In my personal narrative Cased Caddisflies have held fascination for me since discovering their existence ‘pond-dipping’ on a school trip when I was 10. I wrote a detailed, illustrated report on these magnificent creatures, microscopic sculptors, intrigued by their unique superpower and their ability to exist not only within their environment but as part of it.
Turning over a rock in a clean, shallow, fast running stream you are likely to see squiggling in the sheen of water (the as yet to be cased caddisfly larvae) amongst small pellets of pebbles and organic matter, stuck fast to the stone.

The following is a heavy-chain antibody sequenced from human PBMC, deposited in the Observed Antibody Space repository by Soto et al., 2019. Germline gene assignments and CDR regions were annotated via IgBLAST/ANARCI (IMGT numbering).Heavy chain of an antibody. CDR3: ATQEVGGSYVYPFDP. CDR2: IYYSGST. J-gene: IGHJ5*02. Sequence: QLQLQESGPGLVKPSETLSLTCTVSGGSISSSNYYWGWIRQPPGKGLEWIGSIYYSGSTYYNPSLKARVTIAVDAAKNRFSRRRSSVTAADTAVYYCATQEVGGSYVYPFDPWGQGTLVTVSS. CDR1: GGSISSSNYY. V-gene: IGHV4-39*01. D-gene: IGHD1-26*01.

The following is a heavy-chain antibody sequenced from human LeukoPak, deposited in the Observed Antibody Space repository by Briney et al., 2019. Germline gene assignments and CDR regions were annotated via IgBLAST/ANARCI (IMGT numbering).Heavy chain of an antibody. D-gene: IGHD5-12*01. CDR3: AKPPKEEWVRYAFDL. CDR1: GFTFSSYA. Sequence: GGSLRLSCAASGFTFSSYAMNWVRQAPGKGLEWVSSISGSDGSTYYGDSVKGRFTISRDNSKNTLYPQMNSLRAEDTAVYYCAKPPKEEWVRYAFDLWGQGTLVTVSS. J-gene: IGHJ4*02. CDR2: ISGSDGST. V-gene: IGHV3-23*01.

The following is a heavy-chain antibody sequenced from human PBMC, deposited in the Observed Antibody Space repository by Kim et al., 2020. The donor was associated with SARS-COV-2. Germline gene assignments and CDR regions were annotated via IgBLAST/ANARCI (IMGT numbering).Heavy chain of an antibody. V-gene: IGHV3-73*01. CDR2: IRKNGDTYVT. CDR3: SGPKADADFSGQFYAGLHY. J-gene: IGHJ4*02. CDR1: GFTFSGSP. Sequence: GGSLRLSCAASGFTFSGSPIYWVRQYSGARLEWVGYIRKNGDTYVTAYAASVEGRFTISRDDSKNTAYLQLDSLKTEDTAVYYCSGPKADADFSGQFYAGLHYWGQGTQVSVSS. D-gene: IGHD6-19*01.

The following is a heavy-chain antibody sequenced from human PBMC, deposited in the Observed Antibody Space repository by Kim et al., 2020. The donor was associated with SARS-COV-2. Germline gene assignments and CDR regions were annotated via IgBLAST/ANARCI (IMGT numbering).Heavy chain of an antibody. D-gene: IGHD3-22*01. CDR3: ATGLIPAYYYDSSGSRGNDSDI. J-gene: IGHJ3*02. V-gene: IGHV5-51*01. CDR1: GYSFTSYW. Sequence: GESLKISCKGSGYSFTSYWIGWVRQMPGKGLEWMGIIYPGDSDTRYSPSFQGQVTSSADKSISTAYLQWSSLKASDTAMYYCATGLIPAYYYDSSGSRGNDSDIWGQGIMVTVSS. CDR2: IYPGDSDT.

There is astonishing beauty in the intricacy and fineness of this pixel-like pebbled creations. However, for me at least, existed a guilty, sinister desire to pull the cases off and itching desire to see what was inside. Regardless of my fascination with the exterior shell, I needed to reveal the interior.
Duprat’s work heightens this contrast between the exterior and interior. The reflectivity of the bright coloured precious golds and gems of his Trichoptères set up an uncomfortable Beauty and the Beast paradigm. They become miniature Hephaestus-es, hideous, deformed, metal-working magicians that create beauty which belies its creators.
In this way, Duprat work lies in parallel with my own research into eggs, their membranes, contents and shells. Playing upon the tensions that exist between the interior and exterior. Examining how it is to be inside or outside, empty or full, enrobed or naked.